I again turned to Facebook, on the I am Agriculture Proud page this time, to poll the audience on how I should prepare. Maybe I wasn’t clear enough about the situation, but I was a little disappointed in the tone of several responses. Sure, we can have fun with stereotypes, and we do frequently joke of our love of beef (that in no way means I don’t have my healthy portions of all the other food groups as well), but there were definitely some statements that I’d hope wouldn’t be made in the conversation with someone about vegetarian or vegan diets/lifestyles. Might I suggest these tips for better conversations and a bit more respect shared in earlier blog posts.

So people’s comments = #SMH

CNN Eatocracy reshared my 2013 article about National Agriculture Day and it received quite the traffic after being tweeted out on the @CNN account. That also brought in some interesting comments from the gallery. *cough*trolls*cough*

If we believed the comments made, farmers only work 10 hours a year; only work with pesticides, herbicides, GMOs and subsidies; and bring in $1.5 million each year with little to no investment and live off the tax payers’ wallets. Like I said, SMH. We have quite a bit of ground to make up according to some folks’ perspectives.

Technology malfunctions may drive me crazy.

That ‘Type A’ personality I mentioned above…. Yeah, it doesn’t do so well with malfunctioning technology. Website design isn’t my area of specialty, but I have done everything with the tools available to me to try and make my work website function properly. It’s not happening. I’ve even watched several hours of video tutorials from tech pros. It’s not happening. The bread crumb trail has traveled around the world and back again and everyone I talk to trying to gather all the pieces back together only have another vague name or email address for me. *Throwing hands up in the air* Now I’m seeking help from a professional. If you know an expert in WordPress websites (or are one), give me a shout. I need help.

On a brighter tech note, I LOVE trying to explain the basics of technology to Montana ranchers! We’re talking, how to open/send an email or click on hyperlinks on a webpage. Weird, right? But I love the challenge of having to take a step back and be able to explain things from the start, especially things I’ve been doing since I was in high school. In turn, these ranchers are probably teaching me more about life than I’ll ever realize. But hey, what’s life without a challenge?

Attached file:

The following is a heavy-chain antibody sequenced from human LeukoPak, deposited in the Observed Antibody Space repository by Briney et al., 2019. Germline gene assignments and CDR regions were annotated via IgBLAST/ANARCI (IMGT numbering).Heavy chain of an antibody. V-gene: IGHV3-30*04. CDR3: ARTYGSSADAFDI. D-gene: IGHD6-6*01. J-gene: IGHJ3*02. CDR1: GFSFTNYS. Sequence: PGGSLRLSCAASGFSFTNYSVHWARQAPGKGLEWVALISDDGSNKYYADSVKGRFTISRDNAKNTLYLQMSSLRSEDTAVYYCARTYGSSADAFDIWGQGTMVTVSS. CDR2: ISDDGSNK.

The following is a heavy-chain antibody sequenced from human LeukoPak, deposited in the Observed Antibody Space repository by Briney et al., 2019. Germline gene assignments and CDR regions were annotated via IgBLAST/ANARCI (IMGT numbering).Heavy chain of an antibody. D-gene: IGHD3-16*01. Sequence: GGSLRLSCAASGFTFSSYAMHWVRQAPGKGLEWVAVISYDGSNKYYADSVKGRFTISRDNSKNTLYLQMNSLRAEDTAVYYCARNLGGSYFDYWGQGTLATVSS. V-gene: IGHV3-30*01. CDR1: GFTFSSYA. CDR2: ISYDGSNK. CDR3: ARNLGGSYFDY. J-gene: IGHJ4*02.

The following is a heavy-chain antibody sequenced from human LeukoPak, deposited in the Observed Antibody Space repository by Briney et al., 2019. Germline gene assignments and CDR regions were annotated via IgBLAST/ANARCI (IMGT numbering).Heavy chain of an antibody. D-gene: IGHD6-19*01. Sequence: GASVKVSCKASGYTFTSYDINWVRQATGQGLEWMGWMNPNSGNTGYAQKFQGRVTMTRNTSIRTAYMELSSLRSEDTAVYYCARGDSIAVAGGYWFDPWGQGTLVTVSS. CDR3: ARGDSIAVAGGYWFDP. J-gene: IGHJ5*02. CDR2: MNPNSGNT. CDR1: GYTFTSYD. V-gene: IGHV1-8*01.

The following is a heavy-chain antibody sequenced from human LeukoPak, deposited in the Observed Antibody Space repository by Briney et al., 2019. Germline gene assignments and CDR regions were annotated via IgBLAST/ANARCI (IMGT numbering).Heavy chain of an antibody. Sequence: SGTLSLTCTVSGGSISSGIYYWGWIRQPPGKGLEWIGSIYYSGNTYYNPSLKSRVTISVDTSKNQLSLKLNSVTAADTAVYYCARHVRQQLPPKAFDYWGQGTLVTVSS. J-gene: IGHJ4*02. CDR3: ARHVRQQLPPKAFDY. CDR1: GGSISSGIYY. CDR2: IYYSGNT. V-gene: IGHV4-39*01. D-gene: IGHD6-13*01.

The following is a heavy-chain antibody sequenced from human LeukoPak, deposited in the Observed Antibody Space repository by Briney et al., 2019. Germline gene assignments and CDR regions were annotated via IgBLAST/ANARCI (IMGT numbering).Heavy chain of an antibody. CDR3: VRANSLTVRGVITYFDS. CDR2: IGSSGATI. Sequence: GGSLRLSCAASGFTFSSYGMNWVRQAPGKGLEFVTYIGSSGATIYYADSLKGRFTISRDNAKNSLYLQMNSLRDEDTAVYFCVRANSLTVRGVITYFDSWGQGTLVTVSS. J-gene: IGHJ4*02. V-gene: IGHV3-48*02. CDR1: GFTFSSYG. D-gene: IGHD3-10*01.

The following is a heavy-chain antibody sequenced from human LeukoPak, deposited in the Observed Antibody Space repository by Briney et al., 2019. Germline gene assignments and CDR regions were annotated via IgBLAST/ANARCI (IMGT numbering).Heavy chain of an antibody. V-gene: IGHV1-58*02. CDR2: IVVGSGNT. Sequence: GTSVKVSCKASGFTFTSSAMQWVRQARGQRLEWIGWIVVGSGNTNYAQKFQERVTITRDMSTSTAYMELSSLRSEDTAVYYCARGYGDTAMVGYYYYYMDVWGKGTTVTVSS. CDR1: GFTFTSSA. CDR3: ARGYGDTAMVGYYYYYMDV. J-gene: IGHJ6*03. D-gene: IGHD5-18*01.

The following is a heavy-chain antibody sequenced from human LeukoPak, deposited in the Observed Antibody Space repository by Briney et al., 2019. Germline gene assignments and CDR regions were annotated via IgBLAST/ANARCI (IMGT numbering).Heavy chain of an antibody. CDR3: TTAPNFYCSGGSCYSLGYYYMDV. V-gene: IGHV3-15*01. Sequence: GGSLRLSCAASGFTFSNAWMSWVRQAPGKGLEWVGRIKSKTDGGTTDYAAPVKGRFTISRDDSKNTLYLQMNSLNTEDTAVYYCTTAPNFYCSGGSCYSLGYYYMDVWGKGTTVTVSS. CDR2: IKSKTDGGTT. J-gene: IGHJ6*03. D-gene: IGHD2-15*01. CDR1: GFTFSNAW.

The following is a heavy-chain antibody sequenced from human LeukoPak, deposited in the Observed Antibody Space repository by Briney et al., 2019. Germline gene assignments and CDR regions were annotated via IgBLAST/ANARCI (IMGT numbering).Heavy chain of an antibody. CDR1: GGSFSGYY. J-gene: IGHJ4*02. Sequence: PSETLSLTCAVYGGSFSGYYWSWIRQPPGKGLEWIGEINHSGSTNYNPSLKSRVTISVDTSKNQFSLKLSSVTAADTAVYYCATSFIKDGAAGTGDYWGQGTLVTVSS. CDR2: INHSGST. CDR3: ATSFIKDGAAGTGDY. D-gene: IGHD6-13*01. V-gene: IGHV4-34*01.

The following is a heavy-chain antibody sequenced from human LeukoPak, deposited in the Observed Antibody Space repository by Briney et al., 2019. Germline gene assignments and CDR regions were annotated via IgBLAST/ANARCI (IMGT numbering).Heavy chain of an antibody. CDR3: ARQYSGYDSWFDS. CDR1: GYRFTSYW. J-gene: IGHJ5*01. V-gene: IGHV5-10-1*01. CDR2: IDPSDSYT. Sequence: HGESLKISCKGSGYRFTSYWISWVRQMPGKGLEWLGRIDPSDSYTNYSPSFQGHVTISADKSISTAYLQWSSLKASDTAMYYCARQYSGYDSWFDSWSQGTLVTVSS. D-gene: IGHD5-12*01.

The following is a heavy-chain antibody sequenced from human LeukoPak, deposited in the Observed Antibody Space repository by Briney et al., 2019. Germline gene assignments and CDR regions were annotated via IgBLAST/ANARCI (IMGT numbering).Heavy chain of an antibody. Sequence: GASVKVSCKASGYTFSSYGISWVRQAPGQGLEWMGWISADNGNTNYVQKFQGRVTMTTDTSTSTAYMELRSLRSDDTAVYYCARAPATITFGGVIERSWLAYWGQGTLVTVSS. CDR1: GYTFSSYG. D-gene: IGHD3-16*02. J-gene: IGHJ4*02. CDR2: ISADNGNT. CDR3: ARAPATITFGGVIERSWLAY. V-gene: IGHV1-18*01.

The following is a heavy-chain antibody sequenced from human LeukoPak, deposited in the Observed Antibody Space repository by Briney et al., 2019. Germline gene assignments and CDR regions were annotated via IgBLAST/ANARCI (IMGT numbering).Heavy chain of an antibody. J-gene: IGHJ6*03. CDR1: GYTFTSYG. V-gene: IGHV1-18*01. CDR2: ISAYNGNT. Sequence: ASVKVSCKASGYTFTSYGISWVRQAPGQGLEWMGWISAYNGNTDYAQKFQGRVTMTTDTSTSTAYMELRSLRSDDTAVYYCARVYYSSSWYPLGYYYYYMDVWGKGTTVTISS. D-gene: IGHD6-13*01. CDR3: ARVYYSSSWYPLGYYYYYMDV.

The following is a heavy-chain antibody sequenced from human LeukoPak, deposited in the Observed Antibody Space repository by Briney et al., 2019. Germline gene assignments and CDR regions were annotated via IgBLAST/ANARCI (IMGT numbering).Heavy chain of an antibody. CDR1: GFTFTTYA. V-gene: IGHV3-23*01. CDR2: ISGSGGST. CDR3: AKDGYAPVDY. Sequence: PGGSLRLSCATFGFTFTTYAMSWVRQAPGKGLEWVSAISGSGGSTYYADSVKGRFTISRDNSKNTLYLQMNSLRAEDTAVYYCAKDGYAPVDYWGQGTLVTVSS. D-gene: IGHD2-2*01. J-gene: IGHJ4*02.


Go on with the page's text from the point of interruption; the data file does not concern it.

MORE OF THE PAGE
Image credit: Idaho Cattle Association
Image credit: Idaho Cattle Association
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Don’t Take My Word For It


Who do we trust? Food, Agriculture, Science, Media, Labels
Image via: Science Media Centre

Labels, labels, labels. Every time I turn around there is a new ballot initiative or a new campaign for more labels on our food. If you ask me there is such a thing as labeling overkill and it dilutes the effect of those things that really matter. Is a label just an excuse to be lazy and replace the effort is takes to seek out information on our own? There are so many news stories and nightmare-ish tales of what happens in our food supply today, we are all too often unsure of what to believe.

With good reason, we should all be skeptical in this modern age. The internet is full of facts and figures, personal accounts and testaments to what people want us to believe happens. So how do we determine what is the real truth? CBS News Sunday Morning had an interesting feature on the topic. Be sure and take a few minutes to watch it.